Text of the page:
Lucien looked up at me as he put the watch around his wrist and patted his knees haphazardly. “I dunno. Seemed like a good time.”
I picked up the shampoo and began lathering. “Well, about as good as I have been for the past three days. No idea where I’m going from here. Don’t know what I’m gonna do for money.”
Lucien remained silent. He stood up and looked in the mirror. He turned his head left and right, rubbing his baseball glove size hands over his stubble. His white t-shirt had a brown stain just under the mirrored double “P” monogram on the breast, and one of his sleeves had a frayed hole the size of a dime.
“What about you?” I asked, rinsing out the shampoo.
“Same,” he said with a flat tone of voice. “I don’t know where I’m going from here. What I’m gonna do.”
“It feels like everyone I know has these lives they have carved out for themselves — these safety nets of husbands and careers and houses and degrees. Hobbies. Friends,” I said.
“I know. My younger sister is married, and her twin brother just got his MBA. Apparently he’s in talks with Wells Fargo about a position. I’m five years older than both of them,” Lucien replied.
I pulled the plug out of the drain and stood up. The streams of water droplets ran down my back and dripped on my shoulders.
“You didn’t tell me you had siblings,” I said as I grabbed a towel and dried myself off.
He turned to me, his eyes stale and his mouth a thin, lipless line. “Yes I did. I’ve told you about them all this weekend. You just weren’t listening to me.”
I watched him dip a razor in the running facet and begin to shave five o’ clock shadow without shaving cream or soap.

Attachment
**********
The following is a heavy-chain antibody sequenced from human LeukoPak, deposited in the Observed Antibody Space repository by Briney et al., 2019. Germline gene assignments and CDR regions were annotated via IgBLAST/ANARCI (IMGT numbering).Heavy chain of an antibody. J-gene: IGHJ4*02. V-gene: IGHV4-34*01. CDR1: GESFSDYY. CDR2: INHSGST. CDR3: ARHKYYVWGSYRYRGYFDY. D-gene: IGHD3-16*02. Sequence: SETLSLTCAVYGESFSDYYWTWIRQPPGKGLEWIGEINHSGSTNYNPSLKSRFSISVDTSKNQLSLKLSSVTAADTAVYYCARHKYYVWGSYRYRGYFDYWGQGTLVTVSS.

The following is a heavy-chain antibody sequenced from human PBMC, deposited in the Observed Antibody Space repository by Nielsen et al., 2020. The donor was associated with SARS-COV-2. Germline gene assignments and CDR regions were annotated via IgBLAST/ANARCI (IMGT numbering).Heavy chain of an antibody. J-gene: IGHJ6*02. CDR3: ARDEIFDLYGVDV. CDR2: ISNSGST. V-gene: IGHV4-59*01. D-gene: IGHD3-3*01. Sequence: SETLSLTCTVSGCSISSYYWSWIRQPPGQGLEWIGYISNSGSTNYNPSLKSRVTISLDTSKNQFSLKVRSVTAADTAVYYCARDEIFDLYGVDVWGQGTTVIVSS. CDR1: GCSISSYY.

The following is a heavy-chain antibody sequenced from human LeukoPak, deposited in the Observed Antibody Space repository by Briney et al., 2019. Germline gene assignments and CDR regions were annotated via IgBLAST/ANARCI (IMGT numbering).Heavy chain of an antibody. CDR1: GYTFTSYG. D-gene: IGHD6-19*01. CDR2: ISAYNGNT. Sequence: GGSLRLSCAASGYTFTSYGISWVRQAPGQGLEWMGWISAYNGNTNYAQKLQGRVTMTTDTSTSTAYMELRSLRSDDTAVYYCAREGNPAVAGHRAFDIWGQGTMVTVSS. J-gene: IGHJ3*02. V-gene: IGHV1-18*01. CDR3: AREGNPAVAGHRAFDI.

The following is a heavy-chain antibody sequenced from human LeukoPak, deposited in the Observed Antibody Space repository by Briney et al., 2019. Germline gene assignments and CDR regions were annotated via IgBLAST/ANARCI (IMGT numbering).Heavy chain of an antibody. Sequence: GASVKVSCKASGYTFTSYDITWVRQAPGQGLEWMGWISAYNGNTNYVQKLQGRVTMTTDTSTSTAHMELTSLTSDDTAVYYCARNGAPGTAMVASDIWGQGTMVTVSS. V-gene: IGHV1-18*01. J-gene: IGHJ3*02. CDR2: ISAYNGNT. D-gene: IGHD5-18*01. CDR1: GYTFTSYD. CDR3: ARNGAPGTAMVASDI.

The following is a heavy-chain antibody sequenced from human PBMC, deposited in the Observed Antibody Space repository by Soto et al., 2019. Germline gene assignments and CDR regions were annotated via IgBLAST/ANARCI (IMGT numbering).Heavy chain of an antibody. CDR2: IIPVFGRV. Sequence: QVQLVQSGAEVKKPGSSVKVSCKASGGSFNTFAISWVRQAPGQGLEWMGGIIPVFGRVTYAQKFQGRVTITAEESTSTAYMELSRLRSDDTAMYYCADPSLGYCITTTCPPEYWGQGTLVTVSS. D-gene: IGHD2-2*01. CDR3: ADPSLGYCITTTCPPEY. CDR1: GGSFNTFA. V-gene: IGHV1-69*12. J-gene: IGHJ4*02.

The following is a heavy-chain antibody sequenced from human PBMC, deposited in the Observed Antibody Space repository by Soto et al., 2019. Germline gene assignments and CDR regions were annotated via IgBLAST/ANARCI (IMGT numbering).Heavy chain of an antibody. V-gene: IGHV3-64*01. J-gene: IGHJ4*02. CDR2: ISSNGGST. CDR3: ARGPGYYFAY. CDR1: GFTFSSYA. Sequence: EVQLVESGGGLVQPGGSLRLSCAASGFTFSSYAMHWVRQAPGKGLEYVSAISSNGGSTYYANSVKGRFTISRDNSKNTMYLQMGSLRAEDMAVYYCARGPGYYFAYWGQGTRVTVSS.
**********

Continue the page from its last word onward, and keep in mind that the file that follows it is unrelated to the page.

“I’m sorry,” I said. The facet running into the drain was the only sound.
I walked up behind him and wrapped my arms around his middle, dampening the back of his shirt. He continued shaving, and for a minute I felt like a cat crying to be let back in the house.
“I’m a fuck-up,” I said and felt my cheeks heat up. “I met you three days ago and I feel like you know everything about me. And I was so swept up in this weekend, and I just –”
Lucien put down his razor and pulled my hands off. He put his face down and rinsed it in the sink, dried it off.
He turned around and locked eyes with me, only one side of his face shaved. He wrapped me in his arms and pulled me in, putting his lips against mine.
Seconds passed in silence, and finally he pulled back. I looked up at him and blurted out, “If you wanted to get married, I would.”
Lucien patted me twice on the cheek and walked out of the bathroom. Less than thirty seconds later he returned, his hand jingling.
“Here,” he said, and tossed the jangling object at me. I caught it by just an inch, pressed between my wrist and my bare belly.
I looked it over in my hand — two keys. One was small and gold with a red cap at its handle, the other thick and black with ‘RR’ emblazoned on it. A tiny rubber Charlie Brown hung from the ring.
By the time I finished looking the cluster of metal over, Lucien was back in the main area of the hotel room, continuing his stretches.